Procurement: A Chinese Weapon You Rarely Hear About

Archives

March 28, 2015:   The United States has discovered that the widespread practice of selling discarded electronics to companies that ship it to China for “recycling” (and to save on the much higher cost of doing it in the United States) has had some unpleasant and unexpected side-effects. The most critical one, from a military point of view, is that a lot of military electronics are junked. Now technically it is illegal to just toss (most) classified electronics in the trash, to be hauled away. The law specifies how such secret electronic trash is supposed to be destroyed and shipping the stuff off to China is not on the approved list (various forms of shredding are). The Chinese knew about this careless disposal of military electronics and alerted Chinese firms to put aside certain types of electronic trash imported from the United States. Even if the discarded components were not the latest (and most highly classified) models they still provided Chinese intelligence (and defense manufacturers) with much useful information.

The other military (and commercial) problem was that Chinese counterfeiters also bought certain electronic components from the recyclers for minimal refurbishment and elimination of identifying data. The now “new” component is used as a cheap replacement for the real thing in larger bits of equipment that are then sold as new parts for aircraft, ships, vehicles and even weapons systems. This involves using counterfeit serial numbers and other phony markings.

In the United States a growing number of people are becoming aware of how dependent America is on foreign components for military, and commercial, equipment. This is nothing new. As so many other nations began developing their economies since the 1960s a growing number of cheaper sources for raw materials and manufactured goods have shown up. Many of these have driven American suppliers out of business, leaving the U.S. dependent on foreign sources for more and more items. While there are some restrictions on using foreign made components or raw (or refined) materials that can be brought in, this has not really slowed down the growing dependence on imported items. This has reached the point where China, for example, is the source of key components of a large number of weapons and key items of military equipment. This has led to a call for laws to limit this dependence. It is believed that the major problem with this would be the additional cost of buying from the more expensive American supplier.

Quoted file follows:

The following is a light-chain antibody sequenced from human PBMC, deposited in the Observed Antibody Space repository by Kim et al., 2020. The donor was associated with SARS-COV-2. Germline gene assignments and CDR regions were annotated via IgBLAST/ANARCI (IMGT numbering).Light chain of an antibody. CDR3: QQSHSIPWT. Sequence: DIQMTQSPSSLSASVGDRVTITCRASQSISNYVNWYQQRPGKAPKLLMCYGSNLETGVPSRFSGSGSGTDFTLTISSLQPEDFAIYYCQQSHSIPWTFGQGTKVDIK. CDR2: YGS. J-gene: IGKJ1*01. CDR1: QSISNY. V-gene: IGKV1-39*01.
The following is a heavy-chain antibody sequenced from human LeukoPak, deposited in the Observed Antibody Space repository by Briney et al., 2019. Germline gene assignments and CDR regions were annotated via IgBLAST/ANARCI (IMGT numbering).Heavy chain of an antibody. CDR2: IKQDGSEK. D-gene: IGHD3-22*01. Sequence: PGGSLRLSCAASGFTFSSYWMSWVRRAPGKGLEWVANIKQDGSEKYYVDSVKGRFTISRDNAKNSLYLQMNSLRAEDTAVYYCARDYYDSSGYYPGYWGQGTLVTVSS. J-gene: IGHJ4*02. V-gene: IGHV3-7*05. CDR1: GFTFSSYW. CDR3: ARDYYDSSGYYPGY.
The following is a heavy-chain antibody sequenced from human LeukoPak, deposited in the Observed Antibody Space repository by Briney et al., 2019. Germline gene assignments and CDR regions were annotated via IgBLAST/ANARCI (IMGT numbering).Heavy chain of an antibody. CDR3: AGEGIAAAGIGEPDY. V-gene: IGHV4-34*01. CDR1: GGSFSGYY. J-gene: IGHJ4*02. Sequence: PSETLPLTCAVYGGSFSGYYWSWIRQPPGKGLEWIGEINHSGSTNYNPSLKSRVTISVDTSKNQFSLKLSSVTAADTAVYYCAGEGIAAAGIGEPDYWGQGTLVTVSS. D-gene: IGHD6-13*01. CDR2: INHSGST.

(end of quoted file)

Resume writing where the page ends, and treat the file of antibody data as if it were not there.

A lot of these counterfeit components end up in American military equipment. This fraud includes a lot of bogus items where convincing looking counterfeit chips are simply labeled as "military grade" (the most robust and durable of that item available). These sell for more than "consumer grade" (the most common) and "industrial grade" (for use in factories, where failure can cause more damage and expensive down time). Failure in military grade parts can get people killed, just as counterfeit aircraft spare parts are a growing problem in commercial aviation.

 

 


Article Archive

Procurement: Current 2019 2018 2017 2016 2015 2014 2013 2012 2011 2010 2009 2008 2007 2006 2005 2004 2003 2002 2001 2000 1999 


X

ad
0
20

Help Keep Us Soaring

We need your help! Our subscription base has slowly been dwindling. We need your help in reversing that trend. We would like to add 20 new subscribers this month.

Each month we count on your subscriptions or contributions. You can support us in the following ways:

  1. Make sure you spread the word about us. Two ways to do that are to like us on Facebook and follow us on Twitter.
  2. Subscribe to our daily newsletter. We’ll send the news to your email box, and you don’t have to come to the site unless you want to read columns or see photos.
  3. You can contribute to the health of StrategyPage. A contribution is not a donation that you can deduct at tax time, but a form of crowdfunding. We store none of your information when you contribute..
Subscribe   Contribute   Close